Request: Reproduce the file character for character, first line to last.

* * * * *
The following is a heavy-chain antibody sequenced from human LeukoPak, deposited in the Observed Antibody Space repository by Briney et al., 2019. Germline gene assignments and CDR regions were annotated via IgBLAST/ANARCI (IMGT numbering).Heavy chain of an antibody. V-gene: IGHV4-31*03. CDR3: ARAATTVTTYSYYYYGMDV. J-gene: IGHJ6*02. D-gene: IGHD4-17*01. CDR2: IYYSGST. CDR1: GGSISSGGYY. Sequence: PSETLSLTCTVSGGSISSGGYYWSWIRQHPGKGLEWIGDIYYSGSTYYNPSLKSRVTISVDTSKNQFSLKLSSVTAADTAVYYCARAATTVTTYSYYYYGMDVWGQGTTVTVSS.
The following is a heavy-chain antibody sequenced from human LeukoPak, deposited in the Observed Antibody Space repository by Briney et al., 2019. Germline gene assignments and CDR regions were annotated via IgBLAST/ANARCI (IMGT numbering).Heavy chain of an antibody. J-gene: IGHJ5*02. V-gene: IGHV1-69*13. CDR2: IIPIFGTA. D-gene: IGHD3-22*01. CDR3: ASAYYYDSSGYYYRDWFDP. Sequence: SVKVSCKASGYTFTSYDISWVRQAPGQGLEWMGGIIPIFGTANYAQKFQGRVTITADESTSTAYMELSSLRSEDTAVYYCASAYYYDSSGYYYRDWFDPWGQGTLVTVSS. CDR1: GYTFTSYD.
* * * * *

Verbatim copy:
The following is a heavy-chain antibody sequenced from human LeukoPak, deposited in the Observed Antibody Space repository by Briney et al., 2019. Germline gene assignments and CDR regions were annotated via IgBLAST/ANARCI (IMGT numbering).Heavy chain of an antibody. V-gene: IGHV4-31*03. CDR3: ARAATTVTTYSYYYYGMDV. J-gene: IGHJ6*02. D-gene: IGHD4-17*01. CDR2: IYYSGST. CDR1: GGSISSGGYY. Sequence: PSETLSLTCTVSGGSISSGGYYWSWIRQHPGKGLEWIGDIYYSGSTYYNPSLKSRVTISVDTSKNQFSLKLSSVTAADTAVYYCARAATTVTTYSYYYYGMDVWGQGTTVTVSS.
The following is a heavy-chain antibody sequenced from human LeukoPak, deposited in the Observed Antibody Space repository by Briney et al., 2019. Germline gene assignments and CDR regions were annotated via IgBLAST/ANARCI (IMGT numbering).Heavy chain of an antibody. J-gene: IGHJ5*02. V-gene: IGHV1-69*13. CDR2: IIPIFGTA. D-gene: IGHD3-22*01. CDR3: ASAYYYDSSGYYYRDWFDP. Sequence: SVKVSCKASGYTFTSYDISWVRQAPGQGLEWMGGIIPIFGTANYAQKFQGRVTITADESTSTAYMELSSLRSEDTAVYYCASAYYYDSSGYYYRDWFDPWGQGTLVTVSS. CDR1: GYTFTSYD.